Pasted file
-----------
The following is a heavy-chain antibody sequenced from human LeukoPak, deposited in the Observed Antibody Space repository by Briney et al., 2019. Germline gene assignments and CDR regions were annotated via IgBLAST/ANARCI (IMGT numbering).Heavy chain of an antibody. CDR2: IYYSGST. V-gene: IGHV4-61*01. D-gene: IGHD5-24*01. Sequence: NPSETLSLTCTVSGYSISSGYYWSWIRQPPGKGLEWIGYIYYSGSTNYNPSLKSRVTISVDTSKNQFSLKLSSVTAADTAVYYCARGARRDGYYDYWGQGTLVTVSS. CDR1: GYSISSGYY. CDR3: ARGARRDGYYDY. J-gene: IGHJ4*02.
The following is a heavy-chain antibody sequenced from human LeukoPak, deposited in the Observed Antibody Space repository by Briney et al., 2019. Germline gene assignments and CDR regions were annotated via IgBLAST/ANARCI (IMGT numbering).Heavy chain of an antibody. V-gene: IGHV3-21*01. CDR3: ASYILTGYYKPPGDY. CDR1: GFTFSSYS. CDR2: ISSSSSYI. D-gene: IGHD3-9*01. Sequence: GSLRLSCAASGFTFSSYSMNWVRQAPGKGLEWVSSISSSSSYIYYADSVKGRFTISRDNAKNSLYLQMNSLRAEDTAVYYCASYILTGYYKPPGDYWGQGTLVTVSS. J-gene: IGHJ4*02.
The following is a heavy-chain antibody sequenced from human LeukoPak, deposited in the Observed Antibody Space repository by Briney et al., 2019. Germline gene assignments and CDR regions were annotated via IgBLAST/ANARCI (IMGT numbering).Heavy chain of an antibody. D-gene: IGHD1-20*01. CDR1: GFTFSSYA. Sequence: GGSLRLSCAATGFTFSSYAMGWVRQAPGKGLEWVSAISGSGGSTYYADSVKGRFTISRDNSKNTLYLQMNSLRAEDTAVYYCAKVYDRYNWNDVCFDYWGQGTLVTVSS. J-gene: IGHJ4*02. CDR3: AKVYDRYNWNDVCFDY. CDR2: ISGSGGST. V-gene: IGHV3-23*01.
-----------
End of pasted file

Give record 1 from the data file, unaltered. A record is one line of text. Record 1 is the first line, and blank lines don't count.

The following is a heavy-chain antibody sequenced from human LeukoPak, deposited in the Observed Antibody Space repository by Briney et al., 2019. Germline gene assignments and CDR regions were annotated via IgBLAST/ANARCI (IMGT numbering).Heavy chain of an antibody. CDR2: IYYSGST. V-gene: IGHV4-61*01. D-gene: IGHD5-24*01. Sequence: NPSETLSLTCTVSGYSISSGYYWSWIRQPPGKGLEWIGYIYYSGSTNYNPSLKSRVTISVDTSKNQFSLKLSSVTAADTAVYYCARGARRDGYYDYWGQGTLVTVSS. CDR1: GYSISSGYY. CDR3: ARGARRDGYYDY. J-gene: IGHJ4*02.